This opinion pice ran in the The Tribune, Scranton, PA on March 18, 2003.
"How can you passively support peace when there is a madman on the loose?"
The question has echoed out of my e-mail inbox, leaked into conversation, and been shouted by passing motorists as I stand at peace vigils. The deeper I enter the growing peace movement and seek to embody peace in my daily life, the more often I've come across resistance, caution, and even downright outrage at my actions. How can I promote peace at a time when American lives are at stake, terror is rampant, and governments like the current Iraqi administration are subjecting their people to unheard of and undemocratic horror in daily life?
How did peace become synonymous with inaction? I no more passively support terror and injustice than I support War, and in my choice of actions I seek to reflect that.
In "The Inferno," Dante said "The hottest places in hell are reserved for those who in times of moral crisis maintain their neutrality."
It seems we forget that there are more than the two choices: "violence" and "inaction." Talk about defeat! Using Dante's definition, neutrality is far from being "for peace".
What happened to nonviolent alternatives? Few can speak with more authority and universal appeal than Mohandas K. Gandhi, who said, "Nonviolence is not a garment to be put on and off at will. Its seat is in the heart, and it must be an inseparable part of our very being. Nonviolence is the supreme law. I have yet to come across a situation where I had to say I was helpless, that I had no remedy in terms of nonviolence. " Nonviolence is a choice and a way of living, and we can have no hope for peace if we are selective about where it is applicable."
For that reason, I am walking to Boston for my Spring Break. I knew I would walk when my heart leapt at the first cautious mention of the idea at an interfaith Prayer Lunch in January. On Friday I stepped out of the gates of Mount Holyoke College in South Hadley, in the company of over 40 others who will walk some part of the journey; that many again sent us off with cheers and prayers. We'll end one week and 100 miles later on the steps of the State House in Boston. This action is far from passive, and we hope that it will show others the power of shared will and community.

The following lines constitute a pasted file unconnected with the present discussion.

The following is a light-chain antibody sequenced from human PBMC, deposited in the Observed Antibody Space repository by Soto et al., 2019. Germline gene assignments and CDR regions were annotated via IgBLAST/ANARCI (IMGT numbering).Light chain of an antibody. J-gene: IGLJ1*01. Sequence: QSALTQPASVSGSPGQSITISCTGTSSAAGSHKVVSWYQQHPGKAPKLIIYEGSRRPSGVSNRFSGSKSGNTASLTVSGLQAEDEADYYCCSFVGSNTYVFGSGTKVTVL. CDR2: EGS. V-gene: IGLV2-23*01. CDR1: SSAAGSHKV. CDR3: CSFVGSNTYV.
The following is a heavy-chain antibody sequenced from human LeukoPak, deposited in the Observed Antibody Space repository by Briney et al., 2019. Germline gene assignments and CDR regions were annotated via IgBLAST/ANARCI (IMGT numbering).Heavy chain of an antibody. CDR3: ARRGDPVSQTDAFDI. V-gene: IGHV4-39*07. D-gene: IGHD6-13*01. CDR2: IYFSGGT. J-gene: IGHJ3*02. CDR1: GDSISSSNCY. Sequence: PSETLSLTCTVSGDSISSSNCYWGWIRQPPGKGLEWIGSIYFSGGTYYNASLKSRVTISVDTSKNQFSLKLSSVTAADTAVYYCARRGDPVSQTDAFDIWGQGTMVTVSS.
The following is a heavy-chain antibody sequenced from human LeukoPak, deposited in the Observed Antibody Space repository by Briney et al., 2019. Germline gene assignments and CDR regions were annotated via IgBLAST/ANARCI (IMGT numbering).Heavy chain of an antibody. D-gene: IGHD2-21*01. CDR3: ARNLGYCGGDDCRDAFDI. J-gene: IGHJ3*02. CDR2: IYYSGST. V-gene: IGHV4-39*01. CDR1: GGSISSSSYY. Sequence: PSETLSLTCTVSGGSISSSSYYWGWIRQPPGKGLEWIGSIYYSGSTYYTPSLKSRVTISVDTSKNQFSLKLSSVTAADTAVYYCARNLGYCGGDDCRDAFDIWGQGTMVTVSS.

I am walking because I believe in Gandhi-ji's principals of active nonviolence. I walk because I feel called to witness truth as I understand it, to draw attention to peaceful alternatives to the inhumanity, fear, pain, suffering, injustice, and terror in this world. I walk because, as Christina Baldwin said, "To work in the world lovingly means that we are defining what we will be for, rather than reacting to what we are against." I walk because I have a vision of hope.
With each foot I place, I am walking a prayer for peace. I am not walking against war nor with any formal ideology. I walk-aware of, but not because of, and perhaps even in spite of-war between the United States and Iraq.
I walk, too, for the other places and the other peoples for whom peace is only a dream. I walk not to change hearts, but because my heart is calling me to change, to visibly represent with my very action and my very way of moving in the world, an alternative to the stark reality unfolding around us the world over. I walk for the Earth and her creatures great and small. I walk for the small seed of the Sacred that is in the heart of all our world leaders from George W. Bush to Saddam Hussein. I walk for the people who will lose their very lives-the soldiers from all nations who will not come home. I walk for the children and the families. I walk in the long lineage of Mahatma Gandhi and of Rev. Dr. Martin Luther King, Jr., and of all the people who turned the tide of their bondage by speaking truth to power and illuminating new paths, and I do not walk alone.
I walk with many whom I will see on route to Boston, and many who speed us with their love and prayers from afar.
That the actions of the Walkers might attract support (and dissent) or even bring a new awareness to elected officials would be a wonderful, if secondary goal. I walk-we all walk-because it is an embodiment of the way we wish to engage with the world.
Walk for peace, one active step at a time.
Sarah Michelle Cutler is a senior at Mount Holyoke College in South Hadley.